kids to help out is important. Children should feel as if they have something important to contribute to
their home environment," she said. "This is good for them."

Preschoolers naturally want to help, to feel independent and important. Even that young, they can
help with chores, Sinclair said. They begin wanting to do things themselves, to be part of what makes
the family work. They don't want everything done for them.

She said young kids love to role play, to have a little broom that looks like moms and dads, a little
vacuum, even if it doesnt work. Kids figure out the world through imitation.

She teaches real-life skills by incorporating unstructured play. Her boys made hoops tossing rolled-
up socks into the washer. At the grocery store, items on the shopping list were prized goods in a
treasure hunt. When they were really little, her grocery list had pictures instead of words so they could
help shop. At home, they picked a song and raced to clean the playroom before the music stopped.
They were a team, not competitors. Sinclair said making chores something with winners and losers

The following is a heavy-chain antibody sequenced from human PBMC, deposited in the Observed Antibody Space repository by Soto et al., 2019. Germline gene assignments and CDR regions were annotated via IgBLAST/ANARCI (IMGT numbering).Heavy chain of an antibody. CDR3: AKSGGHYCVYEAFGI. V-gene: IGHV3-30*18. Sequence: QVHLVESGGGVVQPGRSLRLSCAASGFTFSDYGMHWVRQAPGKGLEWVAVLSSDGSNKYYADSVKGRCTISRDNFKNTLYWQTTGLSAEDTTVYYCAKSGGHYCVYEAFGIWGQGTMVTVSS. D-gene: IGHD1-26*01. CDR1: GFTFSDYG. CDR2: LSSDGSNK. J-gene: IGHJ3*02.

isnt helpful.

The genius of using play to facilitate chores, she added, is how rich it is in language development, in
skill building. Fine motor and gross motor skills are both developed by tasks.
Getting started

Haley Larsen, 29, home-schools her kids, while Brandon, 32, works full time in the foreign currency
market. They started teaching Ayden to help very young. Doing laundry, Haley showed him how to
fold clean rags. Chores are a companionable part of their family lives, she said.

Its family culture, and I think its a lot easier for kids to do chores when they know its a family effort
and its part of what you do to keep the home, said Haley Larsen, who added when home is in order,
relationships are more harmonious.

The little Larsens learned to load parts of the dishwasher they could reach and to take out the
garbage. Theyve been doing it for so long, theres no battle over chores. Theyre not perfect
children, but I think it runs pretty smoothly. Theyre all doing their part and they can see mom and dad
doing their part, as well.

Ayden at 9 can bake bread, clean the bathroom, vacuum, sweep, fold and put away his laundry, load
the dishwasher and mow the lawn, among others. His mom says school is easier, because hes
learned to work hard.

2 comments on this story


Do the kids love every task? Not even close. None likes sweeping or wiping off the table. Loading
gooey dishes in the dishwasher is gross. They all love to vacuum or clean the floor.

Their specific chores are based on age: Everyone makes the bed, cleans the room, gets dressed.
They graduate into increasingly tricky jobs as they grow. Haley sorts finished laundry into personal
bins and the kids fold and put them away, except the 3-year-old, who helps his mom.

Sometimes, they race the clock together. Haley is sometimes amazed at how much can be done in
10 minutes if everyone digs in.